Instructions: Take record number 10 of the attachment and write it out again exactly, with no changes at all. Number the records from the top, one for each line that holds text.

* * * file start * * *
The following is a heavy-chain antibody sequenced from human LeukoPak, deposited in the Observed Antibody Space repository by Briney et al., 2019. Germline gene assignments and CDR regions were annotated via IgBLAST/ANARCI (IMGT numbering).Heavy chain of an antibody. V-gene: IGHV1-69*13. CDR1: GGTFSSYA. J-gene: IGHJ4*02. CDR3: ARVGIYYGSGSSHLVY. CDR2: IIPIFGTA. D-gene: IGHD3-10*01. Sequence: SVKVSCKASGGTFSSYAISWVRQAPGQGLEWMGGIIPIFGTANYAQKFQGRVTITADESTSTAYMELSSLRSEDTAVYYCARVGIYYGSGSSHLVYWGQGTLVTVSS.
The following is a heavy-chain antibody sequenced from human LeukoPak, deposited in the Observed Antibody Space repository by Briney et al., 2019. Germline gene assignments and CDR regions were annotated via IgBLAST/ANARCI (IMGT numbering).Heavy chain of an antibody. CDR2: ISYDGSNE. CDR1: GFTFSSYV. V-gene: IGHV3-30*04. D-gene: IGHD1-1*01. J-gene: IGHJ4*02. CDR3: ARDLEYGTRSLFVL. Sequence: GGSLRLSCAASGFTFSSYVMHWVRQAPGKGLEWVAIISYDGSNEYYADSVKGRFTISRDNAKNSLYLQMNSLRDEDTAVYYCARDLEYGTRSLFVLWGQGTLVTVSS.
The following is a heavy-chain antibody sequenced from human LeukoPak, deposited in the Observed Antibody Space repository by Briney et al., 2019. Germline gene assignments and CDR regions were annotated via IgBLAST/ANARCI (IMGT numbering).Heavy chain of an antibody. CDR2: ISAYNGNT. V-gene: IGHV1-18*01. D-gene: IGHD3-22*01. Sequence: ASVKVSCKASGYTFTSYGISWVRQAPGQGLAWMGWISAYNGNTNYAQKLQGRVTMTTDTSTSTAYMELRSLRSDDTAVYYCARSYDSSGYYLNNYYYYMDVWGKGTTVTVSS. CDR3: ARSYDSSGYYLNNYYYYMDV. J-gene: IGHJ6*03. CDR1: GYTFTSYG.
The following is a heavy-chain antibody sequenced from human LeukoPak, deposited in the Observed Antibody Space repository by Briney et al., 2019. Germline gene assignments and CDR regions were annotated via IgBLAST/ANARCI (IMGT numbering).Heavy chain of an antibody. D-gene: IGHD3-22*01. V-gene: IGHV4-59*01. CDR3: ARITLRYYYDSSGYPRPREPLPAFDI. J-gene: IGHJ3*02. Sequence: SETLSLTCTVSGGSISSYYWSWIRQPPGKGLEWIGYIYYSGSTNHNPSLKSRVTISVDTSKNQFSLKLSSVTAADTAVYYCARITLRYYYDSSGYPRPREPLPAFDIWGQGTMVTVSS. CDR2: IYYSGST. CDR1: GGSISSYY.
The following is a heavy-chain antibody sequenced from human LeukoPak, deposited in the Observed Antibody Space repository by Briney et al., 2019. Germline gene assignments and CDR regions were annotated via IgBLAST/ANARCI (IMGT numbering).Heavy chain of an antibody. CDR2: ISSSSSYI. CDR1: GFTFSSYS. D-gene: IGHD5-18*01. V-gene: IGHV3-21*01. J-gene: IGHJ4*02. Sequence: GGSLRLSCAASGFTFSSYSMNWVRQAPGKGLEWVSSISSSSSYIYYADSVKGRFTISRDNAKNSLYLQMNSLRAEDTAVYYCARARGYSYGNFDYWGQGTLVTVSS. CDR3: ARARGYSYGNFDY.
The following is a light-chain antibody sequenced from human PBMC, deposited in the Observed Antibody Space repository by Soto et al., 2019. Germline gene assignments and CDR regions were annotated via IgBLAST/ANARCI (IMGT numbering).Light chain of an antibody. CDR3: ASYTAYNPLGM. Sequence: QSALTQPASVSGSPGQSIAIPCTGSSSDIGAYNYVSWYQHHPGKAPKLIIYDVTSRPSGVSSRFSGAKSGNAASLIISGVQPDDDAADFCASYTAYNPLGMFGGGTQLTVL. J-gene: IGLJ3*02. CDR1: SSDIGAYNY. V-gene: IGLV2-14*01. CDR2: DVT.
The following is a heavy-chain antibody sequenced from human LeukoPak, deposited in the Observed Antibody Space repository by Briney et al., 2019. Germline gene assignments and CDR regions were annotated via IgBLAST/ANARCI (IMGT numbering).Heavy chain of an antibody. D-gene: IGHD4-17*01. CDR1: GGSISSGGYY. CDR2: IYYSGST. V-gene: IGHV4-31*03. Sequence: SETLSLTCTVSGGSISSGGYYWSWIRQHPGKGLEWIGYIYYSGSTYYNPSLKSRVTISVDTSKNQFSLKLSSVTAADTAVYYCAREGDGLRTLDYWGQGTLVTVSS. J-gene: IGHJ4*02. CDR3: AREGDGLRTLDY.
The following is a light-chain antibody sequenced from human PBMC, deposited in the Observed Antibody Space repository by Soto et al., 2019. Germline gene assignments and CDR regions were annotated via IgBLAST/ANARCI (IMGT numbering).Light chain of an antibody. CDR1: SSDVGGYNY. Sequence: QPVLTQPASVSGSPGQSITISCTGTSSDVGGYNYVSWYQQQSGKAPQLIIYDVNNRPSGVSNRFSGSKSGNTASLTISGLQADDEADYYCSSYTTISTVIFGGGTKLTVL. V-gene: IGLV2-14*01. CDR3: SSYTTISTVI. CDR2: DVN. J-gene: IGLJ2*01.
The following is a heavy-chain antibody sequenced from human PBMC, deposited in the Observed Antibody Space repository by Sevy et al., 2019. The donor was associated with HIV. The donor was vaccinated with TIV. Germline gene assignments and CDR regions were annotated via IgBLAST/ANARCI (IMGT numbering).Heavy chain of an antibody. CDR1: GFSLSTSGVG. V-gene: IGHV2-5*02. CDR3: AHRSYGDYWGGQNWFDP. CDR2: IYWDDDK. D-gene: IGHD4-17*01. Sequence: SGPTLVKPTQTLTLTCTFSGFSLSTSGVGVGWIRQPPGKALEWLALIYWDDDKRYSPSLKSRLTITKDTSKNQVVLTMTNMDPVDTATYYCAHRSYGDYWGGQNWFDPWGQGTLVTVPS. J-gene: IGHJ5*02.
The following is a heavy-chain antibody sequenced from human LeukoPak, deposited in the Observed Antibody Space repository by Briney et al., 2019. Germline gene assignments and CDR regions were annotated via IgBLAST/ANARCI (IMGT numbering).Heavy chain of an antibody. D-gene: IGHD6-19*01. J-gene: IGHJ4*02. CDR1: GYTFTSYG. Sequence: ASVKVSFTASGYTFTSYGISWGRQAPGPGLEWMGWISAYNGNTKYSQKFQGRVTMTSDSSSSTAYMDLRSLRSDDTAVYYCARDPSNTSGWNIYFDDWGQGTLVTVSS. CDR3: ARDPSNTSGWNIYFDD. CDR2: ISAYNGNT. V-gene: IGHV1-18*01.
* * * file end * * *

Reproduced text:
The following is a heavy-chain antibody sequenced from human LeukoPak, deposited in the Observed Antibody Space repository by Briney et al., 2019. Germline gene assignments and CDR regions were annotated via IgBLAST/ANARCI (IMGT numbering).Heavy chain of an antibody. D-gene: IGHD6-19*01. J-gene: IGHJ4*02. CDR1: GYTFTSYG. Sequence: ASVKVSFTASGYTFTSYGISWGRQAPGPGLEWMGWISAYNGNTKYSQKFQGRVTMTSDSSSSTAYMDLRSLRSDDTAVYYCARDPSNTSGWNIYFDDWGQGTLVTVSS. CDR3: ARDPSNTSGWNIYFDD. CDR2: ISAYNGNT. V-gene: IGHV1-18*01.